¶ 7 Officer Luzadder also admitted that he never saw defendant with a firearm until he recovered it from his waistband during the protective pat-down. Moreover, at the time that he encountered defendant, he had not been issued a search warrant or an arrest warrant and had not observed defendant violating any state or federal laws. He also conceded that not everyone who holds their waistband in the manner that he had observed defendant doing is concealing a firearm. Finally, Officer Luzadder admitted that he never had any contact with the unknown caller. Although OEMC had recorded the phone number the caller was using to place the emergency calls, Officer Luzadder did not know the identity of the person who placed those calls.

         ¶ 8 Following Officer Luzadder's testimony, the parties delivered their respective arguments regarding the merit of defendant's suppression motion. After hearing those arguments and briefly recounting the evidence presented, the court denied defendant's motion to suppress, "find[ing] no offense to the 4th Amendment here." The cause then proceeded to a bench trial.

         ¶ 9 At trial, the parties stipulated to the testimony that Officer Luzadder had provided at the earlier suppression hearing. Thereafter, the State called upon him to provide additional live testimony about his encounter with defendant on the evening of March 9, 2016. Consistent with the testimony he provided at the suppression hearing, Officer Luzadder testified that he and his partner first observed defendant near 3110 South Lowe and that he recovered a "loaded five shot revolver pistol" from defendant during the protective pat-down of his person. In addition, Officer Luzadder further testified that as he was recovering the weapon, defendant "made a spontaneous statement stating *** I'm a 2-6, I'm on parole and I use this from [sic] protection against the SDs." He subsequently inventoried the gun in accordance with department protocol.

         ¶ 10 On cross-examination, Officer Luzadder admitted that he did not memorialize defendant's spontaneous statement for him to sign; however, he did include the statement in the case report that he completed of the incident. He acknowledged that defendant had not been read his Miranda rights prior to making that statement.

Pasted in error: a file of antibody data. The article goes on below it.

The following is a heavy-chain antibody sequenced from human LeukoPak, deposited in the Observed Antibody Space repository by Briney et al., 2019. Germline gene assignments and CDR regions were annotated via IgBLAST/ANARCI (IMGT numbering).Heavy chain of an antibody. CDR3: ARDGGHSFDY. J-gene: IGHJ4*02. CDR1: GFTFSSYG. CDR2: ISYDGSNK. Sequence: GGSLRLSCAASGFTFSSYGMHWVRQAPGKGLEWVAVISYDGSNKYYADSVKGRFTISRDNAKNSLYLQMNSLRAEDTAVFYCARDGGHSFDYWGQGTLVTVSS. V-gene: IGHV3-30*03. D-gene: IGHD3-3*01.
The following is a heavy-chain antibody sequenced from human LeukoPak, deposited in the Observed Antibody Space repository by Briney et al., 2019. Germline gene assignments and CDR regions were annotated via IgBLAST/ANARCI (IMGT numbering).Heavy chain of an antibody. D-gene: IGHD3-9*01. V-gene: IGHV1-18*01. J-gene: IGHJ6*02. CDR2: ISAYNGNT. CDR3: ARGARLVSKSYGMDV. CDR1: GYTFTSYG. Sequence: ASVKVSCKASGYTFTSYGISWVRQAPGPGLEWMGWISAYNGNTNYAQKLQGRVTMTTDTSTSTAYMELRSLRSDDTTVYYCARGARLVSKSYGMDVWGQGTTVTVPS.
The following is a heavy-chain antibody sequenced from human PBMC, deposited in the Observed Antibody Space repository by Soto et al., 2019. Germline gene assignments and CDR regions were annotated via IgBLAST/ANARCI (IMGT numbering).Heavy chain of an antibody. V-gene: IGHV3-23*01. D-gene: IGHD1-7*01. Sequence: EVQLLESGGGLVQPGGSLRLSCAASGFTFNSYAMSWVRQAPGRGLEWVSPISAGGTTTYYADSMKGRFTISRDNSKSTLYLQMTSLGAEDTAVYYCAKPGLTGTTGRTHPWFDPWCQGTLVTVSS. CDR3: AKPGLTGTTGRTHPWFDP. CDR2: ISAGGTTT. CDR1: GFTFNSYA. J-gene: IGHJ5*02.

¶ 11 Following Officer Luzadder's testimony, the State presented evidence of defendant's criminal history. Specifically, the State presented a certified copy of conviction under case No. 10-CF-367 for the offense of armed robbery and a certified copy of conviction in case No. 09-CF-2251 for the offense of aggravated battery.

         ¶ 12 The parties then stipulated that defendant did not possess a valid Firearm Owner's Identification (FOID) card or a concealed carry license on the date that Officer Luzadder recovered a firearm from his person.

         ¶ 13 After presenting the aforementioned evidence, the State rested its case-in-chief. Defendant elected not to testify, and the defense rested without calling any witnesses. The parties then delivered closing arguments. After hearing those arguments and recounting the evidence presented, the court concluded that "the State has met [its] burden of proof beyond a reasonable doubt" and found defendant guilty of armed habitual criminal, unlawful use of a weapon by a felon, and aggravated unlawful use of a weapon. Defendant's posttrial motion was denied and the cause proceeded to a sentencing hearing where the court, after hearing the evidence presented in aggravation and mitigation, sentenced defendant to nine years' imprisonment for the offense of armed habitual criminal. The other counts were merged. This appeal followed.

         ¶ 14 ANALYSIS

         ¶ 15 Motion to Quash Arrest ...